on fashion / by laurel

This weekend I had an interesting conversation with Josh (see his good! Sartorial! Choices! here) ...about women's fashion.

I don't remember exactly how we landed on the subject, but I'm fairly certain we spent a good amount of time hovering over the vast and mysterious landscape of the High Waisted Pant.

Image courtesies to Sophomore NYC.

Josh questioned its aesthetic and asked me my thoughts on the subject. I preempted my answer by exempting myself from the high waisted fray because, as I pointed out to Josh, not everyone can wear a style that completely re-proportions one's torso, and I wouldn't let myself within ten feet of a pair of high waisted trou. Some people (Jessica, Kathleen, I'm enviously talking to you) are able to make it work--and not only that, but make it work well. Dare I say, it's flattering?

I might. But I suspect more than a few guys would disagree with me. Fellas are generally a few steps behind on the fashion curve, and really, who can blame them? Even Roberto Cavalli agrees, recently saying, "Men today don’t have any personality because it’s not permitted. Men want to dress differently but they’re afraid." [FashionWeekDaily]

Men's fashion doesn't go through as many drastic changes as women's fashion does, and what's more, the overall silhouettes in men's fashion have remained nearly the same for decades (with notable exceptions for the fabulous Thom Browne and Hedi Slimane), so a man's opinion on the matter (I'm talking normal average Joe friends of mine, not ferocia Project Runway winners here) is decidedly different than a woman's. But it begs the question: Just who do you get dressed for? And why?

For many of us, the reasons aren't cut and dry: I don't always get dressed solely to please myself, nor do I only dress for other women, and likewise, I'm not constantly dressing for men. Many women fall into one of those three categories almost exclusively, but most of them don't. For most, it's a combination of all three. 

But what's more, when it comes to fashion, why do we adhere to the style we've adopted over the years? Why do we buy what we buy? What attracts us to certain items over others? Josh's observation was that much of fashion today isn't about dressing necessarily to flatter the body or to attract men. It's about challenging proportion, silhouette, and trends. In that, there are many styles that I'm drawn to that aren't particularly flattering, sexy, or visually appealing. Yet I appreciate their aesthetics, and so, throwing caution to the wind, I'll wear something that many people deem 'ugly' or 'weird.'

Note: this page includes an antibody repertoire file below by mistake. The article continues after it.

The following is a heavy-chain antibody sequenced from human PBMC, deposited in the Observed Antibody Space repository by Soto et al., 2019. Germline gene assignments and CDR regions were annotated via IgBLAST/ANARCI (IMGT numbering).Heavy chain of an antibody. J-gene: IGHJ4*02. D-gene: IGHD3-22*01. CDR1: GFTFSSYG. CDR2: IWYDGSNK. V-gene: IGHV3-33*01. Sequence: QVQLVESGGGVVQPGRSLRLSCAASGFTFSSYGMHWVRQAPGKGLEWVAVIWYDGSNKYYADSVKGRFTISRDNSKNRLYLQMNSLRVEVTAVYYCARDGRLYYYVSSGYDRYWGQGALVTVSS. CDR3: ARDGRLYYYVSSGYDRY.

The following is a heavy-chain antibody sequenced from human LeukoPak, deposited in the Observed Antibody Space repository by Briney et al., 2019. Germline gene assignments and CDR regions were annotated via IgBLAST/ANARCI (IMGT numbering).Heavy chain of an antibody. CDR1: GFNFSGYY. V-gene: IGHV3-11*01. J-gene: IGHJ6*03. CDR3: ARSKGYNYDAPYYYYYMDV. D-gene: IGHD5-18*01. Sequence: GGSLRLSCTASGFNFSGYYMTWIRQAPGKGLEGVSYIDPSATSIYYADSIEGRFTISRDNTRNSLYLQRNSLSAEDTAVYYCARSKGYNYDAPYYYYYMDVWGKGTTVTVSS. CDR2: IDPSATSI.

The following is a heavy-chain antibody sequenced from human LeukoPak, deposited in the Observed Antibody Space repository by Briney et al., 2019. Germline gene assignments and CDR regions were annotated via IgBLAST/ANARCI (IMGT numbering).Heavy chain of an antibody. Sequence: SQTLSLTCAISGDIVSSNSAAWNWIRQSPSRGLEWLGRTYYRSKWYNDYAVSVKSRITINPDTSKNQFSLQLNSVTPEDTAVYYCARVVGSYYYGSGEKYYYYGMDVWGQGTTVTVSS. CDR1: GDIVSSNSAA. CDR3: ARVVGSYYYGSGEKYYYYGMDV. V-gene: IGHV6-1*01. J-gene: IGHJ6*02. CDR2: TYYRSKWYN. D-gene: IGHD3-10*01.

In fact, some of my favorite garments from the past year aren't at all geared toward attracting attention from men OR women, but about the silhouette or avant garde proportion. What Balenciaga did for the jodhpur in Fall '07, Phillip Lim took one step further for a Spring '08 forecast that recalls all things Arabian Nights-inspired. Bunchy thighs, baggy crotches...neither pant instills confidence in me that they'll do any favors for my lower half, and yet, I'm drawn to both silhouettes because they're just so interesting to look at. 

There are many designers who make clothing for women that appeal to men. Valentino and Versace both come to mind. But frankly (and with those two venerable fashion empires excepted), I tend to find those designs to be quite boring. One need only look around at a party or bar or restaurant or anywhere public and see that by and large, we all dress pretty much the same. A dress is a dress is a dress, right?


Not necessarily. 

Neither silhouette is particularly 'flattering' or even 'appealing' in the more commonly held sense. And yet, both are exceedingly beautiful and fascinating examples of two designers' vision for what fashion could be. To me, fashion is nothing if not hopeful. I should also note that I'm purposely eschewing more avant garde designers from this post (like Junya Watanabe or Viktor & Rolf) because what I'm showing you are things I'd actually wear--not to demonstrate what fashion can necessarily inspire, but what I choose to aspire to. It's certainly not what I'd imagine most guys would want to see their date wearing, and yet, the question I always come back to in this case is: Do I care?

At the end of the day, I can only speak for myself, one girl who happens to love getting dressed in the morning. Sure, it may not be in the most conventional of terms, but my eye isn't drawn to something like this:

It's drawn to something more like this:

(all images courtesy of style.com)